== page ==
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Periodical article Periodical article Leiden University catalogue Leiden University catalogue WorldCat catalogue WorldCat
Title:Sociology and Yoruba Studies: Epistemic Intervention or Doing Sociology in the 'Vernacular'?
Author:Adesina, Jimi O.ISNI
Year:2002
Periodical:African Sociological Review (ISSN 1027-4332)
Volume:6
Issue:1
Pages:91-114
Language:English
Notes:biblio. refs.
Geographic terms:Nigeria
West Africa
Subjects:sociology
Yoruba
indigenous knowledge
Bibliography/Research
Peoples of Africa (Ethnic Groups)
Sociology of education
Yoruba (African people)
social history
social research
Folk literature
External link:https://www.jstor.org/stable/24487674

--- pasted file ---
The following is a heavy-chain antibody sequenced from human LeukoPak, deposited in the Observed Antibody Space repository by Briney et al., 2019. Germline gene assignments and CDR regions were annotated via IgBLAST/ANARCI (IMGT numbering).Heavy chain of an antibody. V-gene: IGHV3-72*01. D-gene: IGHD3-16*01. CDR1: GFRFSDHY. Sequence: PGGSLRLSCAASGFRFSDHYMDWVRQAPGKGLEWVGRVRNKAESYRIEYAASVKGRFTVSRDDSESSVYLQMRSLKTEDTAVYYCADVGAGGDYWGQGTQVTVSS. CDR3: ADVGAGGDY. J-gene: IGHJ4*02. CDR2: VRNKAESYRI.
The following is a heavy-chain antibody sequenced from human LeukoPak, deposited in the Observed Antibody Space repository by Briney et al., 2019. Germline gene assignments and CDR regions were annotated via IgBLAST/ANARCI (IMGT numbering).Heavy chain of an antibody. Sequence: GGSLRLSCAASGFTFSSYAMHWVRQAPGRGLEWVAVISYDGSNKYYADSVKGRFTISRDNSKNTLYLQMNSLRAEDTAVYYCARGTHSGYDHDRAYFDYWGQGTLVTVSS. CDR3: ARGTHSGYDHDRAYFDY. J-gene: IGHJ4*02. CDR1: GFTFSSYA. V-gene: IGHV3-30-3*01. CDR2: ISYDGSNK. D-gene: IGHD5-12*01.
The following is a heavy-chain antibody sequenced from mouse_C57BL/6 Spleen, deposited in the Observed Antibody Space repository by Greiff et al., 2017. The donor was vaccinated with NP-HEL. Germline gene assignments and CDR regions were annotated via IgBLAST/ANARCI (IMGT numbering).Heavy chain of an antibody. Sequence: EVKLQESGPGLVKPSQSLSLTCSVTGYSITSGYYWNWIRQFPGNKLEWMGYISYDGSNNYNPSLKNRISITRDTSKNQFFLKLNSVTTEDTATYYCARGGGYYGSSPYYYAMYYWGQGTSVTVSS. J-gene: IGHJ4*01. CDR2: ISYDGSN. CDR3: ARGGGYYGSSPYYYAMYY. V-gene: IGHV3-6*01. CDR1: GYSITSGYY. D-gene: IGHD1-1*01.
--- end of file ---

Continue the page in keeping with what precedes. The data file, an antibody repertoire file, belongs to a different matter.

Abstract:Western sociology is deeply idiographic in its discourse and origin. Insights rooted in other idiographic contexts cannot, therefore, be defined as 'indigenous sociology' or worst still 'teaching sociology in the vernacular', which has been the dominant response to attempts to infuse non-Western discourses into global sociology. Cultural studies, in this case Yorb studies, offer rich idiographic, local narratives which can contribute to a genuinely global sociology. However, in order to realize the epistemic potentials in sourcing from indigenous knowledge systems it is necessary to engage with epistemic issues (hence epistemic intervention), rather than habituate Western sociology. Seen from this perspective the work of the Nigerian sociologist Akinsola Akwowo, which draws on the ontological discourses embedded in the oracular narratives of 'Od If', the sacred oral poetry generally credited to rnml and used by If priests among the Yorb of Nigeria for purposes of divination and interpretation of events, cannot be rendered as indigenous sociology. Rather, the 'fuzzy logic' in the oracular narratives of rnml, which contrasts sharply with the 'binary logic' of Aristotle, premises the possibility of an epistemic shift. Bibliogr., notes, ref.
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